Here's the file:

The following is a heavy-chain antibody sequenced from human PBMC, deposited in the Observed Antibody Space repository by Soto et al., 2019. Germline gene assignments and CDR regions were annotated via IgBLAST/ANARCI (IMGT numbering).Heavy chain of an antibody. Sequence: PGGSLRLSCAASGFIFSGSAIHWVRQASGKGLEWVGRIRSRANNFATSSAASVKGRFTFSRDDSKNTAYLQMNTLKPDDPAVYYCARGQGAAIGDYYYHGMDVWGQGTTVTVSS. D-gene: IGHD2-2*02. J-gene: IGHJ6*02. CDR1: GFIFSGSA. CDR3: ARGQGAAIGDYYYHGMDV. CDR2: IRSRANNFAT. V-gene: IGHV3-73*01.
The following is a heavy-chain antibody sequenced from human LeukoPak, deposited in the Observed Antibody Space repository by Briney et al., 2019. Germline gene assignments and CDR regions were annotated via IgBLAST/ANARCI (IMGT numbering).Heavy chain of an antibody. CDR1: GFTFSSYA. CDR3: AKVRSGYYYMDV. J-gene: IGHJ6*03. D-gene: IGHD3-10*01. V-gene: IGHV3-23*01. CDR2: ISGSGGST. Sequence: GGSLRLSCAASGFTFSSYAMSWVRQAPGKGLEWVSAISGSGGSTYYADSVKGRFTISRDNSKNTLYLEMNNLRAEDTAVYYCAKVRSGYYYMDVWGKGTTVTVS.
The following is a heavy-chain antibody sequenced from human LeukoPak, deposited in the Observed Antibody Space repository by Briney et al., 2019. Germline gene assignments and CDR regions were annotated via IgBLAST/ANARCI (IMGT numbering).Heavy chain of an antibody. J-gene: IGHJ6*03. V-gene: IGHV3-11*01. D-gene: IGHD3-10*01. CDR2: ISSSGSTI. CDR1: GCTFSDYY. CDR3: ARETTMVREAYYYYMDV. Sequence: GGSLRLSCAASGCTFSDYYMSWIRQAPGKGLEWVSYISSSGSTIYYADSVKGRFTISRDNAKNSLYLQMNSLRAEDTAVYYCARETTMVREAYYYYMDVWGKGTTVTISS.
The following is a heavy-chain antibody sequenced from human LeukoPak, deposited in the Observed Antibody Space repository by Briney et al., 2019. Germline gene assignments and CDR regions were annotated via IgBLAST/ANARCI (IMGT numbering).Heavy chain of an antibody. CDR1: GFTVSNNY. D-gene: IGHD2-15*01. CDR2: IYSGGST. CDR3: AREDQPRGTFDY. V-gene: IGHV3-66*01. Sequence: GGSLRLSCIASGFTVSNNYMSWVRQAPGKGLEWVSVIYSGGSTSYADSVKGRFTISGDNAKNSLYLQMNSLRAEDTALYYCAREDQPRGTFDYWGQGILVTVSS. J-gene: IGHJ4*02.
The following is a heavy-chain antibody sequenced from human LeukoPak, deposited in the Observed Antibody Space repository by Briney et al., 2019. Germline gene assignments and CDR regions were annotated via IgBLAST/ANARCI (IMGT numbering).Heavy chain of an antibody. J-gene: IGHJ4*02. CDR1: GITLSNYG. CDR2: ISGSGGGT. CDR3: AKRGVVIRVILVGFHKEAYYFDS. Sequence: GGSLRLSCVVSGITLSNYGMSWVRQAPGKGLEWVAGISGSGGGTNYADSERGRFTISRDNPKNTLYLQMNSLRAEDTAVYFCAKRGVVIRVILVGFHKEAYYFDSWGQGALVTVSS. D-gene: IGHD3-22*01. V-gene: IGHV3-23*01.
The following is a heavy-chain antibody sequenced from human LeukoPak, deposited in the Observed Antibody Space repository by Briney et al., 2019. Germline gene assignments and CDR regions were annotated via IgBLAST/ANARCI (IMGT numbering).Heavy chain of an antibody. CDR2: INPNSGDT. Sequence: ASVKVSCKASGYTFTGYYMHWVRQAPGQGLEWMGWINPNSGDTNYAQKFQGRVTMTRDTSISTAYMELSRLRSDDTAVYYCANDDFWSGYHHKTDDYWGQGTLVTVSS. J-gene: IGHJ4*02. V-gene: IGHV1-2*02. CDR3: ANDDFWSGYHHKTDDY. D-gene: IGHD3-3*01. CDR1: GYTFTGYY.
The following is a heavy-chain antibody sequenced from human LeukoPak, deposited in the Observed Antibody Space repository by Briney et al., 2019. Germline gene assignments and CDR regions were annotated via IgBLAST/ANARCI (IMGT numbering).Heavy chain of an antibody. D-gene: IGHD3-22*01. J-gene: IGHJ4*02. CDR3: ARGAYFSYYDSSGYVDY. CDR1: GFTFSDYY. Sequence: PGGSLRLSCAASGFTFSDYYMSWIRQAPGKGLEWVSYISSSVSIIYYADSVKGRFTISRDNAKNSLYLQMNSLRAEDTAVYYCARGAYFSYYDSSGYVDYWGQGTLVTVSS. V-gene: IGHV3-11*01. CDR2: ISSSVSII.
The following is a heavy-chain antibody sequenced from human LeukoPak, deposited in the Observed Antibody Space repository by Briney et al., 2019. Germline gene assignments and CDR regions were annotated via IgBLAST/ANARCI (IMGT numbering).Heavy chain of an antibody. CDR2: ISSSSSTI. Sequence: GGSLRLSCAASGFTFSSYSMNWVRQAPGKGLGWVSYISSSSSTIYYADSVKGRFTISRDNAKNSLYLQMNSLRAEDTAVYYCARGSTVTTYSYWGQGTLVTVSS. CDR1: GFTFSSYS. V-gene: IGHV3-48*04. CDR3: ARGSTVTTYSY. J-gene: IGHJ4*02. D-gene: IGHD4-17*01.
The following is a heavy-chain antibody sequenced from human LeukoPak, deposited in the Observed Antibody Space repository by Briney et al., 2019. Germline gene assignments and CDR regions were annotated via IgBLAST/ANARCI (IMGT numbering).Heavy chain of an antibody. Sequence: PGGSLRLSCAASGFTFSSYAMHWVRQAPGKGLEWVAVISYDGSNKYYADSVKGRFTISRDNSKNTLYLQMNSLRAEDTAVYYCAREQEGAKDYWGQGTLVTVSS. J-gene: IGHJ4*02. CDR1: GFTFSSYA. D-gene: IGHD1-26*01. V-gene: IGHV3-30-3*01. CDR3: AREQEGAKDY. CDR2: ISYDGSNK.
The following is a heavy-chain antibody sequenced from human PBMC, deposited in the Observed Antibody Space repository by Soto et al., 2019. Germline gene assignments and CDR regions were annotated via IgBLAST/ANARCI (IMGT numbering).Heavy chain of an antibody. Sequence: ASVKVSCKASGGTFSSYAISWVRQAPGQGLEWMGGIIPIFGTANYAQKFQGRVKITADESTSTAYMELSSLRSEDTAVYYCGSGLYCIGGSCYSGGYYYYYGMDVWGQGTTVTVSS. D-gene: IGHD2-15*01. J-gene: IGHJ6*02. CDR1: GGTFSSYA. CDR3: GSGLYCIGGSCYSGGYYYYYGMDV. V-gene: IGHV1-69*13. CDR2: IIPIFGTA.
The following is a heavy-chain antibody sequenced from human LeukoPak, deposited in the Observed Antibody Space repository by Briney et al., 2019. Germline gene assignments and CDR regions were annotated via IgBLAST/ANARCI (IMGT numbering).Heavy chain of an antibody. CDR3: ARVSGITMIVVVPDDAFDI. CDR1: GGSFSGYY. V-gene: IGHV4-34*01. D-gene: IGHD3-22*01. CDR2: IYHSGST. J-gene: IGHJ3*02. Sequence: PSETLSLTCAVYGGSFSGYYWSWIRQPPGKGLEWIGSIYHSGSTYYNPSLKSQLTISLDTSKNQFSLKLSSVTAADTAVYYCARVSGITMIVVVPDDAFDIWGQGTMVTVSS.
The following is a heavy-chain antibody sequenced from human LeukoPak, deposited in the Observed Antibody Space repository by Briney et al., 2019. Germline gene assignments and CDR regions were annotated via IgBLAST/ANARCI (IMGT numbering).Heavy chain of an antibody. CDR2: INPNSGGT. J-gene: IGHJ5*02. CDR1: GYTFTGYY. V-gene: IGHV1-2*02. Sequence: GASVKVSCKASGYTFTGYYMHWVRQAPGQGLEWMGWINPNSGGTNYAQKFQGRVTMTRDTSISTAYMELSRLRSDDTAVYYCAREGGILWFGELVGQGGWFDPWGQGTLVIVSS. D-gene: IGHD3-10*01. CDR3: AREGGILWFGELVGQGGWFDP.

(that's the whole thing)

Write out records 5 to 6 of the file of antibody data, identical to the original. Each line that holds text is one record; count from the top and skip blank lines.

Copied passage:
The following is a heavy-chain antibody sequenced from human LeukoPak, deposited in the Observed Antibody Space repository by Briney et al., 2019. Germline gene assignments and CDR regions were annotated via IgBLAST/ANARCI (IMGT numbering).Heavy chain of an antibody. J-gene: IGHJ4*02. CDR1: GITLSNYG. CDR2: ISGSGGGT. CDR3: AKRGVVIRVILVGFHKEAYYFDS. Sequence: GGSLRLSCVVSGITLSNYGMSWVRQAPGKGLEWVAGISGSGGGTNYADSERGRFTISRDNPKNTLYLQMNSLRAEDTAVYFCAKRGVVIRVILVGFHKEAYYFDSWGQGALVTVSS. D-gene: IGHD3-22*01. V-gene: IGHV3-23*01.
The following is a heavy-chain antibody sequenced from human LeukoPak, deposited in the Observed Antibody Space repository by Briney et al., 2019. Germline gene assignments and CDR regions were annotated via IgBLAST/ANARCI (IMGT numbering).Heavy chain of an antibody. CDR2: INPNSGDT. Sequence: ASVKVSCKASGYTFTGYYMHWVRQAPGQGLEWMGWINPNSGDTNYAQKFQGRVTMTRDTSISTAYMELSRLRSDDTAVYYCANDDFWSGYHHKTDDYWGQGTLVTVSS. J-gene: IGHJ4*02. V-gene: IGHV1-2*02. CDR3: ANDDFWSGYHHKTDDY. D-gene: IGHD3-3*01. CDR1: GYTFTGYY.